Nabil Rajab: “I believe that all of this is a conspiracy against the Palestinians. We do not want to be a victim of Israel. I came to buy fuel, and there isn’t any. How are we going to live? I am a bus driver, and it is the only thing that is still going on. Today our income is stopped. What are we
going to do?”
Israel is also preparing to cut Gaza’s electricity, but the Supreme Court has ordered a delay pending a challenge from several human rights groups.
Meanwhile at the UN, the Bush administration has pulled a diplomatic about-face on a resolution endorsing last week’s Israeli-Palestinian agreement in Annapolis. On Friday, the US withdrew the measure just one day after introducing it to the Security Council. Israeli officials say they had privately objected to the White House over concerns it could have granted the United Nations a role in future negotiations. The Annapolis agreement effectively removed the involvement of the UN, European Union and Russia. It foresees the US as the “sole judge” and arbiter of implementing the road map.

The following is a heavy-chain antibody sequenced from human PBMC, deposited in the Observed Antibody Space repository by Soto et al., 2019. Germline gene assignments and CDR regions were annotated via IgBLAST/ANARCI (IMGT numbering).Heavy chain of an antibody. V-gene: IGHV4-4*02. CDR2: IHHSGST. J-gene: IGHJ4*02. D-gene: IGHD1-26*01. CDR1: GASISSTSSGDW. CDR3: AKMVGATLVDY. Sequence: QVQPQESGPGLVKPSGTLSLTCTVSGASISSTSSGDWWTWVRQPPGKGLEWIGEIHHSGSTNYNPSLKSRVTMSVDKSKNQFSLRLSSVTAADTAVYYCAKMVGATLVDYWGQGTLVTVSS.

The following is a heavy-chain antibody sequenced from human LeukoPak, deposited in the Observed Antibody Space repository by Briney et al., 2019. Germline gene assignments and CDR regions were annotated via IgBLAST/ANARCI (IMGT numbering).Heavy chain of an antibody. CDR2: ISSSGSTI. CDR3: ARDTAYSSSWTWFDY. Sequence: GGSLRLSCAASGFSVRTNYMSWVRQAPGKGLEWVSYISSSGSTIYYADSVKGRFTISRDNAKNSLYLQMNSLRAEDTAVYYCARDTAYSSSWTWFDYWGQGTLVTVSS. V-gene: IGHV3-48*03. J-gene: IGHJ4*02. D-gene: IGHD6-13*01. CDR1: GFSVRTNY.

In Darfur, the UN’s top humanitarian official is warning of an ongoing crisis. Under-Secretary-General for Humanitarian Affairs John Holmes says he saw a mixed picture on a four-day visit.
Under-Secretary-General for Humanitarian Affairs John Holmes: “The picture is very mixed in different parts of Darfur. There may be areas of Darfur where the situation is improving, and there are other areas of Darfur where there has been recent violence and where the situation may be less good. And that’s the point I was making. And also the point I was making is that when we asked the IDP whether it’s safe for them to return, most of them — and this includes the ones I saw yesterday — say, 'No, it is not safe for us to return.' So that’s a very important part of that discussion.”